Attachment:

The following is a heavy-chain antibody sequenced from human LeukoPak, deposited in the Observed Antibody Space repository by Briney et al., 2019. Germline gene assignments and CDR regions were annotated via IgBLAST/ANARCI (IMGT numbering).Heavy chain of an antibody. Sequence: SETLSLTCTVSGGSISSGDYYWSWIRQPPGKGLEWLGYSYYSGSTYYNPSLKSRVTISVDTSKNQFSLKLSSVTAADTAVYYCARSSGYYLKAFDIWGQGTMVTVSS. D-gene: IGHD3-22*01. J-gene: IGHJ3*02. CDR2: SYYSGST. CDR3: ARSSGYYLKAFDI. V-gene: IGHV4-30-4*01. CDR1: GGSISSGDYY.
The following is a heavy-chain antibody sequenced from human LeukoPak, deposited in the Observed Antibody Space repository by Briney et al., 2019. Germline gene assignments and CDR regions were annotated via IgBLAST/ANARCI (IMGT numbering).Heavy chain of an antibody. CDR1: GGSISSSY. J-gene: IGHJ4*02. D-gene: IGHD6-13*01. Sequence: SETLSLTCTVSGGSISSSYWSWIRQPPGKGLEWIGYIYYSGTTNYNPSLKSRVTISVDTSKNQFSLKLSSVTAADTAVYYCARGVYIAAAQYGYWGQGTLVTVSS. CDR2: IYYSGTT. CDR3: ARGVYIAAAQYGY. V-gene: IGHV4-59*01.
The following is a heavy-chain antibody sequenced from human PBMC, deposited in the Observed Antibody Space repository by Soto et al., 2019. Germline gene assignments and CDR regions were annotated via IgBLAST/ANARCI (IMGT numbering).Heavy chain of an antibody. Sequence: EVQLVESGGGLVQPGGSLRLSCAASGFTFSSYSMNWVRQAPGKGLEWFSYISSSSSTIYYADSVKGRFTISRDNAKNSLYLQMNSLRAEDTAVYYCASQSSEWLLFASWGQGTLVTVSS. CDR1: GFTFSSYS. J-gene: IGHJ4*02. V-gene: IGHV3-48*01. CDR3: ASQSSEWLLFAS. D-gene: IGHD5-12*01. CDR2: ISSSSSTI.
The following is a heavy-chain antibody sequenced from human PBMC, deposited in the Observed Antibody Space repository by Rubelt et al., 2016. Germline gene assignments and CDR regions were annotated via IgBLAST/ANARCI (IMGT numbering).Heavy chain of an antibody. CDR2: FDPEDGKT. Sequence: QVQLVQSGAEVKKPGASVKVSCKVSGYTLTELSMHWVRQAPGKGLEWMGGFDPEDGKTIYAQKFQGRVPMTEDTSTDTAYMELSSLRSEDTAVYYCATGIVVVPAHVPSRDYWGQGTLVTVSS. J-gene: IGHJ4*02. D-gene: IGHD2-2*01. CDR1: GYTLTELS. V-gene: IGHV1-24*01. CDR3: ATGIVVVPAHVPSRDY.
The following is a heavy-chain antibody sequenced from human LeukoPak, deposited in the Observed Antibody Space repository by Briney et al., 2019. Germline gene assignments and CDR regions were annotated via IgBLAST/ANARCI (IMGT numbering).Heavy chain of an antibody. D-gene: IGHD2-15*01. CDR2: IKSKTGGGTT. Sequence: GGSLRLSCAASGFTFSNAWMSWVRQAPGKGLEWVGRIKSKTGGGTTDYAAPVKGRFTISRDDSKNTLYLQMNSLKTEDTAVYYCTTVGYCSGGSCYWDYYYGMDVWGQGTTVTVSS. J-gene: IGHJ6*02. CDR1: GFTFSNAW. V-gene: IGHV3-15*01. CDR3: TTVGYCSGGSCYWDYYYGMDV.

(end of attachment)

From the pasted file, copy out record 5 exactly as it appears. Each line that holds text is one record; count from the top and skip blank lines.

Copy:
The following is a heavy-chain antibody sequenced from human LeukoPak, deposited in the Observed Antibody Space repository by Briney et al., 2019. Germline gene assignments and CDR regions were annotated via IgBLAST/ANARCI (IMGT numbering).Heavy chain of an antibody. D-gene: IGHD2-15*01. CDR2: IKSKTGGGTT. Sequence: GGSLRLSCAASGFTFSNAWMSWVRQAPGKGLEWVGRIKSKTGGGTTDYAAPVKGRFTISRDDSKNTLYLQMNSLKTEDTAVYYCTTVGYCSGGSCYWDYYYGMDVWGQGTTVTVSS. J-gene: IGHJ6*02. CDR1: GFTFSNAW. V-gene: IGHV3-15*01. CDR3: TTVGYCSGGSCYWDYYYGMDV.